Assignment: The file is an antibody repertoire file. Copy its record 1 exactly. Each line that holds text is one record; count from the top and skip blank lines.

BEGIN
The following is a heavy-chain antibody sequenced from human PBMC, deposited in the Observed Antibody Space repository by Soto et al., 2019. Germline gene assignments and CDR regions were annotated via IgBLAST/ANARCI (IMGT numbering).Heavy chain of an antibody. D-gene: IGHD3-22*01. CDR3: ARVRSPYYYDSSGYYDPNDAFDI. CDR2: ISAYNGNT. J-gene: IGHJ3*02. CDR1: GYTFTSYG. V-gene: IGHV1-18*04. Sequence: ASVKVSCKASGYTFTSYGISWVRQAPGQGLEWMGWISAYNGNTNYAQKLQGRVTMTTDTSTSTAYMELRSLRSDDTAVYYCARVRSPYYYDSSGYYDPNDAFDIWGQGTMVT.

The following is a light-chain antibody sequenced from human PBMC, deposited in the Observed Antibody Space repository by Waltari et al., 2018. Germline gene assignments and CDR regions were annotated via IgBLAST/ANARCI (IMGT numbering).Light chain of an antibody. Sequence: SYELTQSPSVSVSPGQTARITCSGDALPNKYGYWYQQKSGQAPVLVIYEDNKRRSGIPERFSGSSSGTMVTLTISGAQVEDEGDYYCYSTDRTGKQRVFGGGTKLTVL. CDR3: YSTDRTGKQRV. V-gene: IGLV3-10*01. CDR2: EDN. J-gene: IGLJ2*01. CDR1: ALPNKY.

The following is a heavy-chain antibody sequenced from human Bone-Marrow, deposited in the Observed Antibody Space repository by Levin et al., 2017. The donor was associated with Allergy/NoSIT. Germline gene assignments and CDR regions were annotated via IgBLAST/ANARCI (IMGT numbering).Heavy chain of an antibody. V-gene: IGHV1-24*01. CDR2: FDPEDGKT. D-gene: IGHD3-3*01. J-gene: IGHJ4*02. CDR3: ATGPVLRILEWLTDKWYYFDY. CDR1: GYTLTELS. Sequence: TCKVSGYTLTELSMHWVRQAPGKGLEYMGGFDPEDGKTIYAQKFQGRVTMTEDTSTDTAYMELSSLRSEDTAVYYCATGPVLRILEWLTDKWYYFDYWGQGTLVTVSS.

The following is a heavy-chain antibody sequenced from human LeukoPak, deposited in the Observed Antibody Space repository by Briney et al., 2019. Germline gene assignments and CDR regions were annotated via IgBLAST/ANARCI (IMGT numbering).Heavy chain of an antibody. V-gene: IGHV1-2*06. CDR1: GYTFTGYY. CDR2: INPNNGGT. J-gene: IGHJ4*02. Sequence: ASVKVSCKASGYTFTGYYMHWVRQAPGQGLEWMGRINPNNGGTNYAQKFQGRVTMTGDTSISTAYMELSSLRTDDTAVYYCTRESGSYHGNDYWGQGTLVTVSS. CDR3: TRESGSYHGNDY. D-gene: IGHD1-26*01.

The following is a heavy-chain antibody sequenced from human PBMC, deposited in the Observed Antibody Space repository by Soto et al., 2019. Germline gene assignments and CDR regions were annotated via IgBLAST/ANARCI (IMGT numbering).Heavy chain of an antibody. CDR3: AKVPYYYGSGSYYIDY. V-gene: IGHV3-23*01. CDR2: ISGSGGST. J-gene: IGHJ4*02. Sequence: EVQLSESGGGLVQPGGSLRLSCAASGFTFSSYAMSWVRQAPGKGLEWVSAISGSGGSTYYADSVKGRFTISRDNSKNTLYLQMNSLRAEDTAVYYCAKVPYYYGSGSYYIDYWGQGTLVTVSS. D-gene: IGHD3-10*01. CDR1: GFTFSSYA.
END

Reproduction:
The following is a heavy-chain antibody sequenced from human PBMC, deposited in the Observed Antibody Space repository by Soto et al., 2019. Germline gene assignments and CDR regions were annotated via IgBLAST/ANARCI (IMGT numbering).Heavy chain of an antibody. D-gene: IGHD3-22*01. CDR3: ARVRSPYYYDSSGYYDPNDAFDI. CDR2: ISAYNGNT. J-gene: IGHJ3*02. CDR1: GYTFTSYG. V-gene: IGHV1-18*04. Sequence: ASVKVSCKASGYTFTSYGISWVRQAPGQGLEWMGWISAYNGNTNYAQKLQGRVTMTTDTSTSTAYMELRSLRSDDTAVYYCARVRSPYYYDSSGYYDPNDAFDIWGQGTMVT.